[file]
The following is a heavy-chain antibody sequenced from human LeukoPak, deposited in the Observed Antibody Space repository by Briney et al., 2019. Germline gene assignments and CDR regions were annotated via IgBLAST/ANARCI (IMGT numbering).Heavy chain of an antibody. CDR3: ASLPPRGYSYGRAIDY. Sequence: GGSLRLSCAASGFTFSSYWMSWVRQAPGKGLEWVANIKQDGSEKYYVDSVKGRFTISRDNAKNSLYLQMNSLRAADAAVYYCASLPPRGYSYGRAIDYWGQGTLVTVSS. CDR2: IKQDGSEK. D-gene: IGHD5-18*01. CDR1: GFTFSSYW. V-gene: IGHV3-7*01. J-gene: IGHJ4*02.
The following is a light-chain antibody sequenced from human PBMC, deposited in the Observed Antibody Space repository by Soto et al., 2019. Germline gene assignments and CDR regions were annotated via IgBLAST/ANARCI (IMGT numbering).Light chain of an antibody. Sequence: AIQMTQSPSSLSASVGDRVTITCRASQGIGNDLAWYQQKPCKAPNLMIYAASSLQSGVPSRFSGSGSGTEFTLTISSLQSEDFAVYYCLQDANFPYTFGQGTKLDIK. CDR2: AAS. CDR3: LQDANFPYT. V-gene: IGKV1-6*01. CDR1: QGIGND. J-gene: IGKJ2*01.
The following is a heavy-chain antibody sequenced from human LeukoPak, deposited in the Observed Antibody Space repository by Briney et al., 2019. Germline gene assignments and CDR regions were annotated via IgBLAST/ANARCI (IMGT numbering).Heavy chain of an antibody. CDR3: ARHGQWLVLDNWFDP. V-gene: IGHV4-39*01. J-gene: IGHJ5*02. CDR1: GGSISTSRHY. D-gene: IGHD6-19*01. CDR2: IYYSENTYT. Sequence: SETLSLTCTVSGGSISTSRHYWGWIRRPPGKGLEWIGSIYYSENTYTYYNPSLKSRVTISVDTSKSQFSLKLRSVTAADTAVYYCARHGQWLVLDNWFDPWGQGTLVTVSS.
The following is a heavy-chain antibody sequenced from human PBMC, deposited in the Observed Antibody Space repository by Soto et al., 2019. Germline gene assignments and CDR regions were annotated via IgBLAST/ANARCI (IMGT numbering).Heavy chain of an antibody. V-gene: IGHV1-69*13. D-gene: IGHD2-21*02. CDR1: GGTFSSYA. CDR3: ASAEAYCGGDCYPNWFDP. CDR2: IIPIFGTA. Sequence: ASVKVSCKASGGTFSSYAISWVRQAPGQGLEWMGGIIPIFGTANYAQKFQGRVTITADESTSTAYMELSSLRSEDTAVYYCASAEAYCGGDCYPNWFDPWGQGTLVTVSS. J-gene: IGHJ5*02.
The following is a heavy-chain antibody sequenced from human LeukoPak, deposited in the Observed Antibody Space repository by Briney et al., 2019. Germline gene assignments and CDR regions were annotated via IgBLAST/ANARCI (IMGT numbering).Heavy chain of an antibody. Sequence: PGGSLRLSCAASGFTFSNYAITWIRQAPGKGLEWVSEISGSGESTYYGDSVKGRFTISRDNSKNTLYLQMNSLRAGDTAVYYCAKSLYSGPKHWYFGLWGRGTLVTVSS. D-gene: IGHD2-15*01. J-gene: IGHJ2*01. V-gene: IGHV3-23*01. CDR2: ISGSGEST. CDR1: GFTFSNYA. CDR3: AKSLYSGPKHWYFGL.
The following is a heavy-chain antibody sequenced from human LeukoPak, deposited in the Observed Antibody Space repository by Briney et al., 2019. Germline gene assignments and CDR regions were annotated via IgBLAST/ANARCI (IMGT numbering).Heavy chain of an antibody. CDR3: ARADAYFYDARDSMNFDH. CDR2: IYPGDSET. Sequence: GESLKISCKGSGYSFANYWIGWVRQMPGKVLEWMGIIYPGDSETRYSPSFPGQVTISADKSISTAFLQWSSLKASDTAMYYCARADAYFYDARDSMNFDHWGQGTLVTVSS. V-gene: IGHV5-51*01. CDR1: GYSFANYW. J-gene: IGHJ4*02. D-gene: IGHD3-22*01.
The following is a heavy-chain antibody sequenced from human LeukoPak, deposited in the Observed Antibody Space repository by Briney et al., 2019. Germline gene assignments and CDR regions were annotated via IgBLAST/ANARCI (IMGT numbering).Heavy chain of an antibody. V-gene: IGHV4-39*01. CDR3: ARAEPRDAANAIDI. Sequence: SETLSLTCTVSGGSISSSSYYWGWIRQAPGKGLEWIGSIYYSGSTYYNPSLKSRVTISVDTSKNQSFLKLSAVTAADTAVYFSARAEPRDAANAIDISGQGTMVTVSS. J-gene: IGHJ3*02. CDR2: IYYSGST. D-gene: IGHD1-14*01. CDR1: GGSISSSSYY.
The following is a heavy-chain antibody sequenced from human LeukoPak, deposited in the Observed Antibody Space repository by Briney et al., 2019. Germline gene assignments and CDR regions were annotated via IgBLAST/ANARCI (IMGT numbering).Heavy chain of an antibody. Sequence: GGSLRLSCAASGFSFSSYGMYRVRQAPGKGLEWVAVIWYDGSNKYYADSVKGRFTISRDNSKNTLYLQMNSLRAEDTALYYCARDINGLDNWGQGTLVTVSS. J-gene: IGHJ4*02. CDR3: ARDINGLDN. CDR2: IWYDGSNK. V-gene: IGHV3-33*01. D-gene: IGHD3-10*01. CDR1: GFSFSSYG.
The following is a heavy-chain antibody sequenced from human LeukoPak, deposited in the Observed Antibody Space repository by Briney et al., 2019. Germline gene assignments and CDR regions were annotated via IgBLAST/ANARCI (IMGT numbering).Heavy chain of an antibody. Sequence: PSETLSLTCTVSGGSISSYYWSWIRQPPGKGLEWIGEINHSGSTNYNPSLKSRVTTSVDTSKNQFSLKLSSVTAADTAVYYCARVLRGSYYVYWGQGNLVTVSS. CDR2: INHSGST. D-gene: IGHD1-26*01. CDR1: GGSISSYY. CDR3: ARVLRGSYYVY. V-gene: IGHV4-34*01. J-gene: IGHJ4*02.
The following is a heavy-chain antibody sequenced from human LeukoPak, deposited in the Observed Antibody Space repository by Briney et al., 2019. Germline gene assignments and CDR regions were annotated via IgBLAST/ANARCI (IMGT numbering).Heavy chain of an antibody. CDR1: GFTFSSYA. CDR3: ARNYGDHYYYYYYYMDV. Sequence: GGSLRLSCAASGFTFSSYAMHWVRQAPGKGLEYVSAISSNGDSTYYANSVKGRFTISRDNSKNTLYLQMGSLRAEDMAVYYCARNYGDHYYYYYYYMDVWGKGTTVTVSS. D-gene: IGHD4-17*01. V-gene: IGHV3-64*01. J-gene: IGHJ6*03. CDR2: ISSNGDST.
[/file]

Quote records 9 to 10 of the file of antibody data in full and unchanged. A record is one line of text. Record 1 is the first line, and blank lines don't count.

The following is a heavy-chain antibody sequenced from human LeukoPak, deposited in the Observed Antibody Space repository by Briney et al., 2019. Germline gene assignments and CDR regions were annotated via IgBLAST/ANARCI (IMGT numbering).Heavy chain of an antibody. Sequence: PSETLSLTCTVSGGSISSYYWSWIRQPPGKGLEWIGEINHSGSTNYNPSLKSRVTTSVDTSKNQFSLKLSSVTAADTAVYYCARVLRGSYYVYWGQGNLVTVSS. CDR2: INHSGST. D-gene: IGHD1-26*01. CDR1: GGSISSYY. CDR3: ARVLRGSYYVY. V-gene: IGHV4-34*01. J-gene: IGHJ4*02.
The following is a heavy-chain antibody sequenced from human LeukoPak, deposited in the Observed Antibody Space repository by Briney et al., 2019. Germline gene assignments and CDR regions were annotated via IgBLAST/ANARCI (IMGT numbering).Heavy chain of an antibody. CDR1: GFTFSSYA. CDR3: ARNYGDHYYYYYYYMDV. Sequence: GGSLRLSCAASGFTFSSYAMHWVRQAPGKGLEYVSAISSNGDSTYYANSVKGRFTISRDNSKNTLYLQMGSLRAEDMAVYYCARNYGDHYYYYYYYMDVWGKGTTVTVSS. D-gene: IGHD4-17*01. V-gene: IGHV3-64*01. J-gene: IGHJ6*03. CDR2: ISSNGDST.